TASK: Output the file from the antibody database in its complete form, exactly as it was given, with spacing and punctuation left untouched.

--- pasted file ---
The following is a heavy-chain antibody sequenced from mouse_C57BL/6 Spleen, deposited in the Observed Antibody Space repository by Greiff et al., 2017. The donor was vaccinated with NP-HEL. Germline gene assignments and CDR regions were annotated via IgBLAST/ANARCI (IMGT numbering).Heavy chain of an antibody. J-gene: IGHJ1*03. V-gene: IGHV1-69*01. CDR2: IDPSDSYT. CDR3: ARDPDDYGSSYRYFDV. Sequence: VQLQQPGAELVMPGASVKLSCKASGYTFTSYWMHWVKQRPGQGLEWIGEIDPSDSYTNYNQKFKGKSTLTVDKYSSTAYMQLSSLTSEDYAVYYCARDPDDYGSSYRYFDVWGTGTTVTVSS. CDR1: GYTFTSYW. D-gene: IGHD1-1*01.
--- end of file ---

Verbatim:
The following is a heavy-chain antibody sequenced from mouse_C57BL/6 Spleen, deposited in the Observed Antibody Space repository by Greiff et al., 2017. The donor was vaccinated with NP-HEL. Germline gene assignments and CDR regions were annotated via IgBLAST/ANARCI (IMGT numbering).Heavy chain of an antibody. J-gene: IGHJ1*03. V-gene: IGHV1-69*01. CDR2: IDPSDSYT. CDR3: ARDPDDYGSSYRYFDV. Sequence: VQLQQPGAELVMPGASVKLSCKASGYTFTSYWMHWVKQRPGQGLEWIGEIDPSDSYTNYNQKFKGKSTLTVDKYSSTAYMQLSSLTSEDYAVYYCARDPDDYGSSYRYFDVWGTGTTVTVSS. CDR1: GYTFTSYW. D-gene: IGHD1-1*01.